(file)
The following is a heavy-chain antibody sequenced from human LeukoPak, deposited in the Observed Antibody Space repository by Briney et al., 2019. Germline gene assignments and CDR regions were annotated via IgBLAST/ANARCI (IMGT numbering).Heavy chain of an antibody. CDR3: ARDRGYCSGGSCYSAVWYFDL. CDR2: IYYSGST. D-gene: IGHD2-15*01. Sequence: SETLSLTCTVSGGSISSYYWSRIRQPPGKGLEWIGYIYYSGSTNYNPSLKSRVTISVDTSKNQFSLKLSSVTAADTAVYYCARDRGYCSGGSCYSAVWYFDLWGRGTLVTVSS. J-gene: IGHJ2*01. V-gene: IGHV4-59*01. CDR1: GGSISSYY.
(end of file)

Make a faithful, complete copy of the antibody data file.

The following is a heavy-chain antibody sequenced from human LeukoPak, deposited in the Observed Antibody Space repository by Briney et al., 2019. Germline gene assignments and CDR regions were annotated via IgBLAST/ANARCI (IMGT numbering).Heavy chain of an antibody. CDR3: ARDRGYCSGGSCYSAVWYFDL. CDR2: IYYSGST. D-gene: IGHD2-15*01. Sequence: SETLSLTCTVSGGSISSYYWSRIRQPPGKGLEWIGYIYYSGSTNYNPSLKSRVTISVDTSKNQFSLKLSSVTAADTAVYYCARDRGYCSGGSCYSAVWYFDLWGRGTLVTVSS. J-gene: IGHJ2*01. V-gene: IGHV4-59*01. CDR1: GGSISSYY.